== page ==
• Super Puma on UK ban list
• Faulty gearbox- EU regulators
• Both engines incapacitated
• Presidential helicopter stuck in Maun
• BDF, Ramsay confirm incident
• Helicopter costs over P280million
Only President Ian Khama’s ancestors stood between him and death when an engine failure on his official helicopter was detected. The potentially catastrophic engine fault was detected in the nick of time avoiding a possible fatal crash as Khama was on his return leg back to Gaborone from an excursion to the stalagmite and stalactite formations of the Gchwihaba caves.
The Botswana Defence Force (BDF) last week had its presidential transportation team running helter-skelter to find an alternative helicopter for Khama after his official helicopter encountered problems with its two engines stalling and forcing it to be grounded in Maun. An avid adventurer and lover of flying machines, Khama had embarked on his ‘ritual’ visits to the Gchwihaba caves when the helicopter, a EC225LP Super Puma, indicated failure on both engines.
Even though the cause of the engines failure is still to be established, insiders have not ruled out Khama, who prefers to pilot himself, may have pushed the helicopter beyond its limitations as he is said to be using it on harsh conditions. The manner of flying and the conditions under which the helicopter was being used however, may not necessarily have been the cause of the engine breakdown, as the helicopter itself was bought second hand from the Spanish government last year through the Botswana Defence Force Air Wing, which is responsible for presidential air transport.
In 2016 The Botswana Gazette reported in a story titled ‘BDF BUYS KHAMA BANNED CHOPPER’ that European Aviation Safety Agency (EASA) instituted a worldwide ban in June 2016 on the flying of Airbus Super Puma EC225/AS332 helicopters following a crash that killed 13 people in Norway in an incident that was later attributed to gearbox ‘failures’.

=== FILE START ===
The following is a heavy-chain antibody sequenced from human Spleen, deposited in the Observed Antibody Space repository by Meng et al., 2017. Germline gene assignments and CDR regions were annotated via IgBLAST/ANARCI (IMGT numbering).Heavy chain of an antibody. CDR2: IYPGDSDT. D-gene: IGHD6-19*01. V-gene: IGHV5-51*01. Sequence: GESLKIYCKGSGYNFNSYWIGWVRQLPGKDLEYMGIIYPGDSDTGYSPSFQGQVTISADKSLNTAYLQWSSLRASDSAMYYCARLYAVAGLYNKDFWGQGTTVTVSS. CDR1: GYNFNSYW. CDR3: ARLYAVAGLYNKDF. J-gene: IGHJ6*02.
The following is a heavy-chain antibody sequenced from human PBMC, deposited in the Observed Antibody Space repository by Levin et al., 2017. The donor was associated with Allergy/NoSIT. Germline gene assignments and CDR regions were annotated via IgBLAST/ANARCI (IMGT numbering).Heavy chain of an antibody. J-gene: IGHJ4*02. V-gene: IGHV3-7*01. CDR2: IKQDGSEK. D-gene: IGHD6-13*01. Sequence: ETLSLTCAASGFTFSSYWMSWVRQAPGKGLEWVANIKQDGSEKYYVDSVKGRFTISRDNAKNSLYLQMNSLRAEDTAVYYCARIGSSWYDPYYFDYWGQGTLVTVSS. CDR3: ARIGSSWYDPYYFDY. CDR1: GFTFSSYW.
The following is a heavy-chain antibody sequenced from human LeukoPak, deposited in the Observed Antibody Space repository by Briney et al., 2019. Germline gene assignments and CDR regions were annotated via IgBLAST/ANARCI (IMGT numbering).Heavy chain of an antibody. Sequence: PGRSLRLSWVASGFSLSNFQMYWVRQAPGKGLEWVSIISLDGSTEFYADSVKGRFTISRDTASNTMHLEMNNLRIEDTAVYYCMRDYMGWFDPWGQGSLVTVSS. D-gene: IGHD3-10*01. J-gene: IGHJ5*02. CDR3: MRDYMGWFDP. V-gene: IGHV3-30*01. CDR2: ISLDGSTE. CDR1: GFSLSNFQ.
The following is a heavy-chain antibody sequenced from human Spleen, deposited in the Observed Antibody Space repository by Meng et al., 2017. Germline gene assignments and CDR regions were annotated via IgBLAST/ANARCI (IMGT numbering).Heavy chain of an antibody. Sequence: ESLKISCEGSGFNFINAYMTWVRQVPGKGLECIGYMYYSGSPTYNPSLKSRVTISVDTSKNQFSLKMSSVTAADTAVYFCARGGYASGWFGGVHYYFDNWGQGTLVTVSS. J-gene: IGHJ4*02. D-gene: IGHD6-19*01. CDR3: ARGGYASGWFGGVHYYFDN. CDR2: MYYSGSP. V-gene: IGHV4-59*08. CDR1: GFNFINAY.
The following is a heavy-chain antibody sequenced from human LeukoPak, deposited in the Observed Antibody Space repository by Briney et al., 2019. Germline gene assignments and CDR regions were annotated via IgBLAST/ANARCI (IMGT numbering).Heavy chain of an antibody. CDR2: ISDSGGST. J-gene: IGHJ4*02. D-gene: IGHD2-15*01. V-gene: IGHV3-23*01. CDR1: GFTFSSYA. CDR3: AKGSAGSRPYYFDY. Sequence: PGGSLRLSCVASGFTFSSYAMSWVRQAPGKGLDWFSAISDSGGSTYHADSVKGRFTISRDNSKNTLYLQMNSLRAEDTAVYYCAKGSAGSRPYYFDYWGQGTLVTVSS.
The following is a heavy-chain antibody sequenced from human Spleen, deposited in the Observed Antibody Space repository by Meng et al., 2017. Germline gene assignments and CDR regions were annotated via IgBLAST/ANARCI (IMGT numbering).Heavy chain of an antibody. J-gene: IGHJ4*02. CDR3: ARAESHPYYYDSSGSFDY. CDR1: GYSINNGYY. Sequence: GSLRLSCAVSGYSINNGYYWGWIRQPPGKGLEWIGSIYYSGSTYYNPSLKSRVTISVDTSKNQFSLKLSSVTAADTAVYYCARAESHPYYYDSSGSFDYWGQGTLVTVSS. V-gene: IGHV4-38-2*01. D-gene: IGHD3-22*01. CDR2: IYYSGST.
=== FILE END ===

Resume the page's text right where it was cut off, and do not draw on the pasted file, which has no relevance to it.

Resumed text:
The ban was widely reported and attributed to a series of incidents linked to gearbox problems including a 2009 Scotland crash in which the rotor became dislodged causing the death of 16 people on board.
The Super Puma remains grounded in Britain and Norway, even though EASA cleared the EC225LP and AS332L2 for return to service in October last year.
Khama’s helicopter was flown to Botswana aboard an Antonov Airlines An-124 transport aircraft on September 14, 2016. Two weeks later it was hovered, in pomp and ceremony, show-off style above the public during the Golden Jubilee celebrations at the National Stadium.
A report carried by Defence Web publication indicates that Khama’s helicopter was first used by the Spanish Police, having acquired it in 2010 for the National Police Corps Special Operations Group. “In 2013 it was returned to Airbus Helicopters in part payment for a new batch of EC135s for the Spanish police. It was subsequently stored before being bought by Botswana,” the report reveals.
Since its launch 41 years ago, the Super Puma has been hailed as one of the most iconic helicopters in the world, a giant workhorse that flies from Africa to the Arctic. It can cruise up to top speed of 276 km/h and costs a whopping $28Million. Government will spend no less than $8million to replace the faulty Turbomeca Makila Engine type fitted in Khama’s helicopter.
Government spokesperson Dr Jeff Ramsay confirmed Khama’s ordeal in an interview with this publication on Sunday. Without going into details, Ramsay said, ‘‘apparently the incident happened last weekend following the president’s visit to Gchwihaba’’. BDF Deputy Director in the Directorate of Protocol and Public Affairs Lieutenant Colonel Fikani Machola also confirmed the incident and said they were able to find an alternative helicopter for the President. Khama’s Press Secretary Gobe Pitso had persistently avoided responding to this publication’s email enquiry prior to going to press.
Khama is not new to helicopter mishaps. In 2006 and while he was still vice president, Khama cheated death when a Botswana Defence Force (BDF) plane that he was flying developed power problems. He was forced to crash-land in Francistown. Just as is the case with the current trip, Khama at the time was said to have been on a private trip to Mashatu and in the company of his friends.